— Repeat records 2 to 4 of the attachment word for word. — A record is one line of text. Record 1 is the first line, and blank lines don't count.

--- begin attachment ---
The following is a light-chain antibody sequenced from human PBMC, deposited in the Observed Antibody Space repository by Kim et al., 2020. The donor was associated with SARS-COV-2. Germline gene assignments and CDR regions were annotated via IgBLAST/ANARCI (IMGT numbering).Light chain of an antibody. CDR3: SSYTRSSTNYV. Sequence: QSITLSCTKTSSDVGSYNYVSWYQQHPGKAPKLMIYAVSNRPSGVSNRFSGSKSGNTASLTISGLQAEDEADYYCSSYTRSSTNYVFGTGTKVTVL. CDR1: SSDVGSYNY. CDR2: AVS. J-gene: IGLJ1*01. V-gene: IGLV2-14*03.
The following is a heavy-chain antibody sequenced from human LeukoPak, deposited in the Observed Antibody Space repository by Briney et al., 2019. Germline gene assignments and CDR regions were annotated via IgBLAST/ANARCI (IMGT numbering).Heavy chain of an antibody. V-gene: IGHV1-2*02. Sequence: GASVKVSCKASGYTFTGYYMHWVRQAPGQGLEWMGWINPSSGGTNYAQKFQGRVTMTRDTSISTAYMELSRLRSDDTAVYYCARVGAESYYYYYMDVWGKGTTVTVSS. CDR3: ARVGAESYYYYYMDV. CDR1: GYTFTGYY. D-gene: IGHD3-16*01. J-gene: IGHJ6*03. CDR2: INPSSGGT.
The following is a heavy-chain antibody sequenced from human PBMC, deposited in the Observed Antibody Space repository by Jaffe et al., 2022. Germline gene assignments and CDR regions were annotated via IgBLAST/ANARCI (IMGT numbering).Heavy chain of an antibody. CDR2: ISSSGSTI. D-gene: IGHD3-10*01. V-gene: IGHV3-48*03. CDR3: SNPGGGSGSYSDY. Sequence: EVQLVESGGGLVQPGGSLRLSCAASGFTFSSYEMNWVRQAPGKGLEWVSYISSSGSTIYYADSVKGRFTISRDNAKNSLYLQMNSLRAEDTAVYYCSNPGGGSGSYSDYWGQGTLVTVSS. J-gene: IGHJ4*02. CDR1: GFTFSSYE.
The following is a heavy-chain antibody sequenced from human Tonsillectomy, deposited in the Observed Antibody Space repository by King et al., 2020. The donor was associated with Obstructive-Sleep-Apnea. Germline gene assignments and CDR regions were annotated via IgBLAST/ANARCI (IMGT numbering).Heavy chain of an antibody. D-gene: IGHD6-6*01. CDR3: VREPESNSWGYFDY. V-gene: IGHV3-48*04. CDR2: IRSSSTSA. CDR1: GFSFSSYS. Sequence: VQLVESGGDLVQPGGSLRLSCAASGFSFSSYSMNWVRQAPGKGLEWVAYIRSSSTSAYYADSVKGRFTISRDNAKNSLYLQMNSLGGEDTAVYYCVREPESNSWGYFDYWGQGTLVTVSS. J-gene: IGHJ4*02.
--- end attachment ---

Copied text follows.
The following is a heavy-chain antibody sequenced from human LeukoPak, deposited in the Observed Antibody Space repository by Briney et al., 2019. Germline gene assignments and CDR regions were annotated via IgBLAST/ANARCI (IMGT numbering).Heavy chain of an antibody. V-gene: IGHV1-2*02. Sequence: GASVKVSCKASGYTFTGYYMHWVRQAPGQGLEWMGWINPSSGGTNYAQKFQGRVTMTRDTSISTAYMELSRLRSDDTAVYYCARVGAESYYYYYMDVWGKGTTVTVSS. CDR3: ARVGAESYYYYYMDV. CDR1: GYTFTGYY. D-gene: IGHD3-16*01. J-gene: IGHJ6*03. CDR2: INPSSGGT.
The following is a heavy-chain antibody sequenced from human PBMC, deposited in the Observed Antibody Space repository by Jaffe et al., 2022. Germline gene assignments and CDR regions were annotated via IgBLAST/ANARCI (IMGT numbering).Heavy chain of an antibody. CDR2: ISSSGSTI. D-gene: IGHD3-10*01. V-gene: IGHV3-48*03. CDR3: SNPGGGSGSYSDY. Sequence: EVQLVESGGGLVQPGGSLRLSCAASGFTFSSYEMNWVRQAPGKGLEWVSYISSSGSTIYYADSVKGRFTISRDNAKNSLYLQMNSLRAEDTAVYYCSNPGGGSGSYSDYWGQGTLVTVSS. J-gene: IGHJ4*02. CDR1: GFTFSSYE.
The following is a heavy-chain antibody sequenced from human Tonsillectomy, deposited in the Observed Antibody Space repository by King et al., 2020. The donor was associated with Obstructive-Sleep-Apnea. Germline gene assignments and CDR regions were annotated via IgBLAST/ANARCI (IMGT numbering).Heavy chain of an antibody. D-gene: IGHD6-6*01. CDR3: VREPESNSWGYFDY. V-gene: IGHV3-48*04. CDR2: IRSSSTSA. CDR1: GFSFSSYS. Sequence: VQLVESGGDLVQPGGSLRLSCAASGFSFSSYSMNWVRQAPGKGLEWVAYIRSSSTSAYYADSVKGRFTISRDNAKNSLYLQMNSLGGEDTAVYYCVREPESNSWGYFDYWGQGTLVTVSS. J-gene: IGHJ4*02.